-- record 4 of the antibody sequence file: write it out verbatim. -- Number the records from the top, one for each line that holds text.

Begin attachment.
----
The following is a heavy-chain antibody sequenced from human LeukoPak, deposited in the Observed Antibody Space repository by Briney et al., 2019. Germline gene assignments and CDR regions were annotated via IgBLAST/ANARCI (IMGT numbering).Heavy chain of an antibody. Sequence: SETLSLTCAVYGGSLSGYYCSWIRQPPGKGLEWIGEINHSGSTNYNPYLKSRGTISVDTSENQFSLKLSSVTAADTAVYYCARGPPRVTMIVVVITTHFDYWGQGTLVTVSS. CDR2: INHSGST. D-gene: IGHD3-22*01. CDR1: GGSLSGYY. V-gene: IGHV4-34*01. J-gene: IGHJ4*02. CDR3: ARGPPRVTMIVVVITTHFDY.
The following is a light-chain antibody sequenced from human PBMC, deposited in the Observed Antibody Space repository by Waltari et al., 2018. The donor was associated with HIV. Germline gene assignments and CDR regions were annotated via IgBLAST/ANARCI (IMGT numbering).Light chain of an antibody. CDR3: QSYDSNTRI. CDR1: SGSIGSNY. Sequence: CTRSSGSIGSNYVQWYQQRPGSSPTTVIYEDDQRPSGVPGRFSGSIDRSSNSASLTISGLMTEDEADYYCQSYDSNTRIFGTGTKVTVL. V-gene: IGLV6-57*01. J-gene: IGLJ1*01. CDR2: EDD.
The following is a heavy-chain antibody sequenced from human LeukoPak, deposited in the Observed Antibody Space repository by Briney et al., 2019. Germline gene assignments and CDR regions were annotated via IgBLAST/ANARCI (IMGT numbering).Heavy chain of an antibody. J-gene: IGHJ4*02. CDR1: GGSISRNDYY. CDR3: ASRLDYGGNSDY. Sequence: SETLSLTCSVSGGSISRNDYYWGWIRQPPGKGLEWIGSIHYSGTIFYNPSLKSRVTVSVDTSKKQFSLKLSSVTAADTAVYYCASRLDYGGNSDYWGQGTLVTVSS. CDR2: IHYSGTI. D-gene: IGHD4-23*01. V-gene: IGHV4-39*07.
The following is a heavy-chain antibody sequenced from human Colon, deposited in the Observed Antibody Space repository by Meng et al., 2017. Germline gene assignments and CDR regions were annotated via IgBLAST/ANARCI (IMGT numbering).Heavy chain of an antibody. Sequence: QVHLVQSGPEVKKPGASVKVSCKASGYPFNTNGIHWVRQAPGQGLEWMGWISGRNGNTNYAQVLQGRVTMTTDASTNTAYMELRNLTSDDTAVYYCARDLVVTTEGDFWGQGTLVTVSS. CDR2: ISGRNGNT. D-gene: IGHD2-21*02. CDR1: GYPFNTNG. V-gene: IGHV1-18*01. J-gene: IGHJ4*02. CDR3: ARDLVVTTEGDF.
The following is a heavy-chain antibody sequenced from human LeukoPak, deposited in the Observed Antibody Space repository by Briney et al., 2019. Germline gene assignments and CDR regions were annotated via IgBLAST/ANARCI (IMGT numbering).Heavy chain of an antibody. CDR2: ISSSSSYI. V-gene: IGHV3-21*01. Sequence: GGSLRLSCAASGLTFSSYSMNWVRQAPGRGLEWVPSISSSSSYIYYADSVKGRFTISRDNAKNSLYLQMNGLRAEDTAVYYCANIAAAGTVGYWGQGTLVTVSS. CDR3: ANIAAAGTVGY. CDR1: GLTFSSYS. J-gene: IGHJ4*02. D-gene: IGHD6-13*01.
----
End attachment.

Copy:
The following is a heavy-chain antibody sequenced from human Colon, deposited in the Observed Antibody Space repository by Meng et al., 2017. Germline gene assignments and CDR regions were annotated via IgBLAST/ANARCI (IMGT numbering).Heavy chain of an antibody. Sequence: QVHLVQSGPEVKKPGASVKVSCKASGYPFNTNGIHWVRQAPGQGLEWMGWISGRNGNTNYAQVLQGRVTMTTDASTNTAYMELRNLTSDDTAVYYCARDLVVTTEGDFWGQGTLVTVSS. CDR2: ISGRNGNT. D-gene: IGHD2-21*02. CDR1: GYPFNTNG. V-gene: IGHV1-18*01. J-gene: IGHJ4*02. CDR3: ARDLVVTTEGDF.